Teachers and administrators of the Julia Morgan School for Girls are seeking to expand their same-sex education model to create an all-boys middle school. The East Bay School for Boys is tentatively planned to open Aug. 2010.
“It is daunting and tiring, but inspiring at the same time,” said Jason Baeten, the acting head of the new school and math teacher at Julia Morgan. Baeten has taught for over 16 years, including at coeducational K-12 independent schools, and was a founding faculty member of the school for middle school girls, which is located on the Mills College campus.
“I saw girls leaving the school with a smile and I knew boys should have the same thing,” he said in describing the inspiration for the school. “They should feel a sense of joyfulness at school.”
Prospective parents of male students might ask how a same-sex education would be different from a coeducational environment.
For Angela Yokata, the difference lies in how each sex learns. “Boys and girls learn differently as girls are more interpersonal and more relational,” said Yokata, who teaches humanities at Julia Morgan and is a board member for the East Bay School for Boys.
“Boys are kinesthetic so they’ll have more hands-on learning,” she said. “They’ll be more likely to want more movement throughout the day.”
Yokata explained that an all-boys education is important in middle school to help kids learn more of who they are by discovering their concept of self with other male peers before going to high school.
At an information meeting held Nov. 17, Baeten and other board members provided an overview of what hands-on learning would look like in the curriculum for boys. An emphasis on daily physical education would be coupled with an academic program composed of math, English and the sciences. Service-learning activities in the community would help students apply skills to active learning projects in subjects such as farming, art, drama and technology. The boys, like their female counterparts at Julia Morgan, will also have access to technological equipment, including an interactive forum between teachers and students that will allow students to map their progress in school.
“Boys have high energy and often learn through experiencing,” said Baeten to a crowd of parents and their sons at the meeting. Baetan described that a diverse curriculum for boys would allow them to learn important skills and realize their personal strengths. He also said the boys and school officials would write the student handbook of guidelines and expectations together.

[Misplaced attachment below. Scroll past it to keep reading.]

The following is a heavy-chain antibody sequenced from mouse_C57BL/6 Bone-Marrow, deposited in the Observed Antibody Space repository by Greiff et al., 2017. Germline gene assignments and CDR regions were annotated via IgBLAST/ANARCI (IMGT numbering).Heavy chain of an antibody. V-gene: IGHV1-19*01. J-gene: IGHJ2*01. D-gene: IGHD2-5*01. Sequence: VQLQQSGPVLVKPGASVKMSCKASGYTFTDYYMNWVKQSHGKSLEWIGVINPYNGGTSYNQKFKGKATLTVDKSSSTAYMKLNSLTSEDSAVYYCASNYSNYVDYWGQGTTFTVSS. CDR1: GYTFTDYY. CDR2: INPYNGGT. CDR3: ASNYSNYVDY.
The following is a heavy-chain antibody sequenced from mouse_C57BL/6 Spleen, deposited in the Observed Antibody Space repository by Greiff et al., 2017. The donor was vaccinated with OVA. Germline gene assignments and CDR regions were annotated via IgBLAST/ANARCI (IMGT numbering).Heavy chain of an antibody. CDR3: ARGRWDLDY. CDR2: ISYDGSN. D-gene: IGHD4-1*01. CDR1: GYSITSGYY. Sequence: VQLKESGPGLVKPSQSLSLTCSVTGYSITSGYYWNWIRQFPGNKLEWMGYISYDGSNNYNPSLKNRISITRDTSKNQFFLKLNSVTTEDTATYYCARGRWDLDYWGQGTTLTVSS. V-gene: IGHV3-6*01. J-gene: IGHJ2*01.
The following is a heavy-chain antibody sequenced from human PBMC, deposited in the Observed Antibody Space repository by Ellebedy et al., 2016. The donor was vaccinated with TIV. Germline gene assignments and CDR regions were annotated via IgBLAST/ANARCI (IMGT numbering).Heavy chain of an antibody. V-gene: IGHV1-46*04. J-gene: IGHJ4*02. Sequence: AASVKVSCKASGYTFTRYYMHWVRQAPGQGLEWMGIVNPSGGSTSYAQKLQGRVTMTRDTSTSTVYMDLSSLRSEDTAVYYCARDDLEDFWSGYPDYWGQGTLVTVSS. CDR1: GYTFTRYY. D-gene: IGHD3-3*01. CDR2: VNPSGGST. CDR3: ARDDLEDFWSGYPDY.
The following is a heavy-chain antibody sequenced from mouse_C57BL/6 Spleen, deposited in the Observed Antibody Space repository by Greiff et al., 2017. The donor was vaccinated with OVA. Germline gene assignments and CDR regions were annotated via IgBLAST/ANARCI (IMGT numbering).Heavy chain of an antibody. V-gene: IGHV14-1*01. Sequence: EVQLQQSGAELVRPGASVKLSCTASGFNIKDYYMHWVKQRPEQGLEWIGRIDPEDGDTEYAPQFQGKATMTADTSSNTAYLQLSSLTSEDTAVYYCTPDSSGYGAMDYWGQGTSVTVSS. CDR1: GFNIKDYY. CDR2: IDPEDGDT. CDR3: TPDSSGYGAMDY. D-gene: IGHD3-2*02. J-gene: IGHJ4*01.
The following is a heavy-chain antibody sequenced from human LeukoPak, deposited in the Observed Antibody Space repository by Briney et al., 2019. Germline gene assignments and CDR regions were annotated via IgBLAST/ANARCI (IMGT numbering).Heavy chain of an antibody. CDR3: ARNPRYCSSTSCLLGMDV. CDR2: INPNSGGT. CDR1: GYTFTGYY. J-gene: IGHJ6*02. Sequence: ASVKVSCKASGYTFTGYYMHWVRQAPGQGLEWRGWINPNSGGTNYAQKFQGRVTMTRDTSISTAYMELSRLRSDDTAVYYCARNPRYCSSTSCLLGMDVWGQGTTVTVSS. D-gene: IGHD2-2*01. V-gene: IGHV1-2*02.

“We want to build a community where all boys feel recognized and valued,” he said. The boys who attended the meeting even participated in a learning activity that explored the strengths and weaknesses of being a hero, one of many identities to be explored and challenged at the new school.
“I like especially the fencing and I generally like physical education, and I also like the math,” said Zavrey, 10, who hopes to join the first class in the fall.
Most parents at the meeting were excited about the upcoming school, and enjoyed what the presentation had to offer. Rachel Hogan, a parent of three sons, was eager for the school to become a reality for her children.
“It is exciting to be a part of something new and be a part of a vision that is innovative,” she said. “I want a space for boys to be channeled in positive ways.”
Andy Radlow has sons who attend Crocker Highlands Elementary, located in Oakland. He too was considering the new school.
“An all-boys school in sixth grade would have huge long-term benefits,” said Radlow.
Plans are still underway as the school is still looking for a site in Oakland or south Berkeley by the beginning of next February. Applications for the school are available at www.eastbayschoolforboys.org and are due by Jan. 15. According to the website, the process includes a parent and student questionnaire, an application fee of $75, two teacher recommendations, a school report form, parent interview and a student assessment to learn more about the applicant’s skills in writing, math, teamwork and hands-on activities.
Marcia Bedford, another board member and assistant head of Julia Morgan, also spoke to parents about tuition assistance in helping students who would face financial struggle to attend the school.
“We all have a stake in this, we all have sons,” said Wilson, who talked about the dedication of the staff to helping boys in the school. Staff and faculty are yet to be hired, though the school hopes to populate their staff and faculty by the spring of next year.
Baeten said the school is looking for teachers who would act as mentors and role models academically, and seek to encourage the students to learn about themselves and build relationships with their peers and the world around them.
A board meeting will be held on Dec. 14 and a second information night on Jan. 6 at MoJoe’s Cafe. The school is hoping to raise $100,000 by June through donations and charity dinners.
“It’s going, we have lots of people who are now involved,” said Baeten in discussing the progress of the school. “It’s like having several construction teams all at one time.”